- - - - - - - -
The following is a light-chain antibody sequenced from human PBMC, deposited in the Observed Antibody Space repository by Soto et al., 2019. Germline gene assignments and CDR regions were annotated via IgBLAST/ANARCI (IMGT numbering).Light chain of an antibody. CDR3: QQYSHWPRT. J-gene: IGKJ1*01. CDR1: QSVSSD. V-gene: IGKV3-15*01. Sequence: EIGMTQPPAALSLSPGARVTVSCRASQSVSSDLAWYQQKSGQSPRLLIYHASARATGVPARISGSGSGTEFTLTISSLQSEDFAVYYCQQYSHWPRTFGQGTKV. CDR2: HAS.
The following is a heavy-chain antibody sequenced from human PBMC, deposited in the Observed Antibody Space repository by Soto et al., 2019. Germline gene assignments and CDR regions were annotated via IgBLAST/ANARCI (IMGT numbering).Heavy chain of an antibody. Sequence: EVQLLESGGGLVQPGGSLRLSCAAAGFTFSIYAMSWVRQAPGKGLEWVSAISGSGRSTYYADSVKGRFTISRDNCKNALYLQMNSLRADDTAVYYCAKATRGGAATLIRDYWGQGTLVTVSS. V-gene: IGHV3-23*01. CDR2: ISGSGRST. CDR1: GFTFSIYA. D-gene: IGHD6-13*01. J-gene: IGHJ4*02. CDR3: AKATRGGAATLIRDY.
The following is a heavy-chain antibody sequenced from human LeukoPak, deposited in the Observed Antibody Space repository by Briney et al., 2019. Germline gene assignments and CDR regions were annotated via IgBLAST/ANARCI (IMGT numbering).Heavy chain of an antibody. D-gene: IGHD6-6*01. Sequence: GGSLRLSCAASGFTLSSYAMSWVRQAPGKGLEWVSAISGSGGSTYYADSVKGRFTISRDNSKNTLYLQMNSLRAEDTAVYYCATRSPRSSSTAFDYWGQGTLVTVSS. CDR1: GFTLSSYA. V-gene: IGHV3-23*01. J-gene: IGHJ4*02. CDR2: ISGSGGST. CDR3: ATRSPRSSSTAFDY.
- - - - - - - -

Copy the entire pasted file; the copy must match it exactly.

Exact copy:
The following is a light-chain antibody sequenced from human PBMC, deposited in the Observed Antibody Space repository by Soto et al., 2019. Germline gene assignments and CDR regions were annotated via IgBLAST/ANARCI (IMGT numbering).Light chain of an antibody. CDR3: QQYSHWPRT. J-gene: IGKJ1*01. CDR1: QSVSSD. V-gene: IGKV3-15*01. Sequence: EIGMTQPPAALSLSPGARVTVSCRASQSVSSDLAWYQQKSGQSPRLLIYHASARATGVPARISGSGSGTEFTLTISSLQSEDFAVYYCQQYSHWPRTFGQGTKV. CDR2: HAS.
The following is a heavy-chain antibody sequenced from human PBMC, deposited in the Observed Antibody Space repository by Soto et al., 2019. Germline gene assignments and CDR regions were annotated via IgBLAST/ANARCI (IMGT numbering).Heavy chain of an antibody. Sequence: EVQLLESGGGLVQPGGSLRLSCAAAGFTFSIYAMSWVRQAPGKGLEWVSAISGSGRSTYYADSVKGRFTISRDNCKNALYLQMNSLRADDTAVYYCAKATRGGAATLIRDYWGQGTLVTVSS. V-gene: IGHV3-23*01. CDR2: ISGSGRST. CDR1: GFTFSIYA. D-gene: IGHD6-13*01. J-gene: IGHJ4*02. CDR3: AKATRGGAATLIRDY.
The following is a heavy-chain antibody sequenced from human LeukoPak, deposited in the Observed Antibody Space repository by Briney et al., 2019. Germline gene assignments and CDR regions were annotated via IgBLAST/ANARCI (IMGT numbering).Heavy chain of an antibody. D-gene: IGHD6-6*01. Sequence: GGSLRLSCAASGFTLSSYAMSWVRQAPGKGLEWVSAISGSGGSTYYADSVKGRFTISRDNSKNTLYLQMNSLRAEDTAVYYCATRSPRSSSTAFDYWGQGTLVTVSS. CDR1: GFTLSSYA. V-gene: IGHV3-23*01. J-gene: IGHJ4*02. CDR2: ISGSGGST. CDR3: ATRSPRSSSTAFDY.